On Saturday 13th August 1938, a weary Carfin man Anthony Donnelly found himself in Blantyre, contemplating ending it all.
He had walked up on to the Craighead Railway Viaduct and with his legs over the edge, sat there in silence. However, fate thankfully intervened when at 3.15pm a miner walking on the bridge, saw Anthony sitting at the edge and cautiously approached him, speaking to him softly to come back from the edge. Anthony never moved from the spot, but did pass the miner a letter which he asked should be given to the police.
The miner took the letter and quickly scanned it, realising that Anthony was intending to end his life. Other passers by fetched the police whilst the miner stood attentively beside Anthony, all the time coaxing him to come away from the dangerous fall to the River Clyde below. The police soon arrived by motor car and by the time they walked along the bridge, Anthony sat crying. The police observed that Anthony was also very wet and had apparently been in the river beforehand testing its depth. The police led him from the edge but decided that an attempted suicide was disorderly and upsetting to the public. As Anthony explained he was miserable due to unemployment and gambling debts, the police charged him.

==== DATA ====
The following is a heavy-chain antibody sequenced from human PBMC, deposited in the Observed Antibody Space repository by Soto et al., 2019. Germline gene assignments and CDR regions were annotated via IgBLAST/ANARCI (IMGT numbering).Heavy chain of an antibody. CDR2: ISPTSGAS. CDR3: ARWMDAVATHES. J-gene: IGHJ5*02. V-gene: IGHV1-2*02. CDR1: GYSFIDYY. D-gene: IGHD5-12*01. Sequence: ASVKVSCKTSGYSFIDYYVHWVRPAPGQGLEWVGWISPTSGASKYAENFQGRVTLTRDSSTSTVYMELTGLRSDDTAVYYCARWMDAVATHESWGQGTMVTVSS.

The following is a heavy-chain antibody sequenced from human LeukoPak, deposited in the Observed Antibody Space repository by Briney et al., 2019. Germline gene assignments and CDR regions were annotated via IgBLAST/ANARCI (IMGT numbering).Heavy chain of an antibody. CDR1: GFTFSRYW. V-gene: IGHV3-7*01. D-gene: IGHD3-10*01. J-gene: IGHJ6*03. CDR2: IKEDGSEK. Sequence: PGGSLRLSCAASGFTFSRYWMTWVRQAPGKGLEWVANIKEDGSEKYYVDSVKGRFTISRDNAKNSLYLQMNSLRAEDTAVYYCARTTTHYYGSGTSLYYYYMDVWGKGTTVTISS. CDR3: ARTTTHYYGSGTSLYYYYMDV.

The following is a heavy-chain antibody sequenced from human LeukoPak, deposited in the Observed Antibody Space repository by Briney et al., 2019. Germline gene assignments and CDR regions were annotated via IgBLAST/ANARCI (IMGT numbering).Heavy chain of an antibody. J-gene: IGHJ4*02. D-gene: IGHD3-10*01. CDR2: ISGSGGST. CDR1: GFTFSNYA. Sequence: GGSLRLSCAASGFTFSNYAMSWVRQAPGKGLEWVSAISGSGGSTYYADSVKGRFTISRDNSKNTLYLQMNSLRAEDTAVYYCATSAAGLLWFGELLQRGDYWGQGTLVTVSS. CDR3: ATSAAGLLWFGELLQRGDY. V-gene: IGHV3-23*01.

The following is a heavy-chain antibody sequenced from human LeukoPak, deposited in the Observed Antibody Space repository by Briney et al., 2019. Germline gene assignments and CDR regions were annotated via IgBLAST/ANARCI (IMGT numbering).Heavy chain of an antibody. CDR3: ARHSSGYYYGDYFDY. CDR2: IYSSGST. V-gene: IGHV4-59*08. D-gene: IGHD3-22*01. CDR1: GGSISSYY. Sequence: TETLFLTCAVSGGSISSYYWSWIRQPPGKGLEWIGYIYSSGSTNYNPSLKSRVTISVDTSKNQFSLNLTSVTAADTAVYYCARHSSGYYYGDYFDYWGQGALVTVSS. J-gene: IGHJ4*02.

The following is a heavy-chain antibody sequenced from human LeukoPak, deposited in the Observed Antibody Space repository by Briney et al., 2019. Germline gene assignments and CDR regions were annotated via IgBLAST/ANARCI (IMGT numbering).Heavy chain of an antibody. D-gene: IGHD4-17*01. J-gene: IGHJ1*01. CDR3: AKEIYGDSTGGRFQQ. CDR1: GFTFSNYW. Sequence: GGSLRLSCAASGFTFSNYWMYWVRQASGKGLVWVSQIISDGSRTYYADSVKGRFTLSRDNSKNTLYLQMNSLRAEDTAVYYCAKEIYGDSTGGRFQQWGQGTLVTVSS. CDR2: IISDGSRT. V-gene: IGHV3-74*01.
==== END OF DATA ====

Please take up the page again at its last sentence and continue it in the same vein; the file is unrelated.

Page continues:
At a later date in court in Hamilton, Anthony explained that he had lifted his unemployment benefit but had foolishly lost it due to gambling. He had been fearful to go home and approach his wife on the subject. When asked to explain how his conduct would have affected passers by, he had nothing to say. The justice extracted a promise that he wouldn’t do that again and left it at that.